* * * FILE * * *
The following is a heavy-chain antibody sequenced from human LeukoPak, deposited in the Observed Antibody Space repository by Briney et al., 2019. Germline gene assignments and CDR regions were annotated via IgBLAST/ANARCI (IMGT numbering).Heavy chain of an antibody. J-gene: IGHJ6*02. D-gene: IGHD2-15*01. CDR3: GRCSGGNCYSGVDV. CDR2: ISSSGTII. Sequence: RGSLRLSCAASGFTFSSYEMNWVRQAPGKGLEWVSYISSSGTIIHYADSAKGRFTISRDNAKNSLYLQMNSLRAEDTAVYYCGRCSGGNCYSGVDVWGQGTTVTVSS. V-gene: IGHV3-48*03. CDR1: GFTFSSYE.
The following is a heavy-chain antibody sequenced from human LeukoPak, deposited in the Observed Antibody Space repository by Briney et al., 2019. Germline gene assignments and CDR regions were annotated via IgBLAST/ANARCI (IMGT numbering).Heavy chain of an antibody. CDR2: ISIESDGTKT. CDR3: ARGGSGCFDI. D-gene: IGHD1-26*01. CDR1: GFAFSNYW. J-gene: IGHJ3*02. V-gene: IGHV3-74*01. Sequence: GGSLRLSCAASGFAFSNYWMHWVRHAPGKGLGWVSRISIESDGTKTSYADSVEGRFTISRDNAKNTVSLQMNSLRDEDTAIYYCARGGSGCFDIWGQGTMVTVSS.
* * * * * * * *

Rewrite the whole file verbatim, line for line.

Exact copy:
The following is a heavy-chain antibody sequenced from human LeukoPak, deposited in the Observed Antibody Space repository by Briney et al., 2019. Germline gene assignments and CDR regions were annotated via IgBLAST/ANARCI (IMGT numbering).Heavy chain of an antibody. J-gene: IGHJ6*02. D-gene: IGHD2-15*01. CDR3: GRCSGGNCYSGVDV. CDR2: ISSSGTII. Sequence: RGSLRLSCAASGFTFSSYEMNWVRQAPGKGLEWVSYISSSGTIIHYADSAKGRFTISRDNAKNSLYLQMNSLRAEDTAVYYCGRCSGGNCYSGVDVWGQGTTVTVSS. V-gene: IGHV3-48*03. CDR1: GFTFSSYE.
The following is a heavy-chain antibody sequenced from human LeukoPak, deposited in the Observed Antibody Space repository by Briney et al., 2019. Germline gene assignments and CDR regions were annotated via IgBLAST/ANARCI (IMGT numbering).Heavy chain of an antibody. CDR2: ISIESDGTKT. CDR3: ARGGSGCFDI. D-gene: IGHD1-26*01. CDR1: GFAFSNYW. J-gene: IGHJ3*02. V-gene: IGHV3-74*01. Sequence: GGSLRLSCAASGFAFSNYWMHWVRHAPGKGLGWVSRISIESDGTKTSYADSVEGRFTISRDNAKNTVSLQMNSLRDEDTAIYYCARGGSGCFDIWGQGTMVTVSS.